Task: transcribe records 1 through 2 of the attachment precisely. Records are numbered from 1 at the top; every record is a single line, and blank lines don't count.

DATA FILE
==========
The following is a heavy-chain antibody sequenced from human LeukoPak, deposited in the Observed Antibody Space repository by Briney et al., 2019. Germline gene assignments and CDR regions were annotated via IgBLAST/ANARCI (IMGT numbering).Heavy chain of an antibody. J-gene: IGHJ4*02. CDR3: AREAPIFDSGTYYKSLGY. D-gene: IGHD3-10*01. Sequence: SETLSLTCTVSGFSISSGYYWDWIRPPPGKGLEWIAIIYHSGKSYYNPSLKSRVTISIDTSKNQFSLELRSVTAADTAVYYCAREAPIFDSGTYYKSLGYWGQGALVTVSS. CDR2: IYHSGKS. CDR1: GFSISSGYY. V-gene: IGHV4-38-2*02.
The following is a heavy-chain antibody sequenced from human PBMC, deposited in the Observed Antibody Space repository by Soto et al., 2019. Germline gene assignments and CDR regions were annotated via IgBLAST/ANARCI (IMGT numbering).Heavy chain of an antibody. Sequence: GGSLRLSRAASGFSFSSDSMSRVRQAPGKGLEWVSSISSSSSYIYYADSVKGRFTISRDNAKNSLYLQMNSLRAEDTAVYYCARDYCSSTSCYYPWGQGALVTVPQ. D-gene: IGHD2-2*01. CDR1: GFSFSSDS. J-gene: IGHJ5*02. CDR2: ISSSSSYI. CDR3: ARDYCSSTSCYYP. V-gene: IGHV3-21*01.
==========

The following is a heavy-chain antibody sequenced from human LeukoPak, deposited in the Observed Antibody Space repository by Briney et al., 2019. Germline gene assignments and CDR regions were annotated via IgBLAST/ANARCI (IMGT numbering).Heavy chain of an antibody. J-gene: IGHJ4*02. CDR3: AREAPIFDSGTYYKSLGY. D-gene: IGHD3-10*01. Sequence: SETLSLTCTVSGFSISSGYYWDWIRPPPGKGLEWIAIIYHSGKSYYNPSLKSRVTISIDTSKNQFSLELRSVTAADTAVYYCAREAPIFDSGTYYKSLGYWGQGALVTVSS. CDR2: IYHSGKS. CDR1: GFSISSGYY. V-gene: IGHV4-38-2*02.
The following is a heavy-chain antibody sequenced from human PBMC, deposited in the Observed Antibody Space repository by Soto et al., 2019. Germline gene assignments and CDR regions were annotated via IgBLAST/ANARCI (IMGT numbering).Heavy chain of an antibody. Sequence: GGSLRLSRAASGFSFSSDSMSRVRQAPGKGLEWVSSISSSSSYIYYADSVKGRFTISRDNAKNSLYLQMNSLRAEDTAVYYCARDYCSSTSCYYPWGQGALVTVPQ. D-gene: IGHD2-2*01. CDR1: GFSFSSDS. J-gene: IGHJ5*02. CDR2: ISSSSSYI. CDR3: ARDYCSSTSCYYP. V-gene: IGHV3-21*01.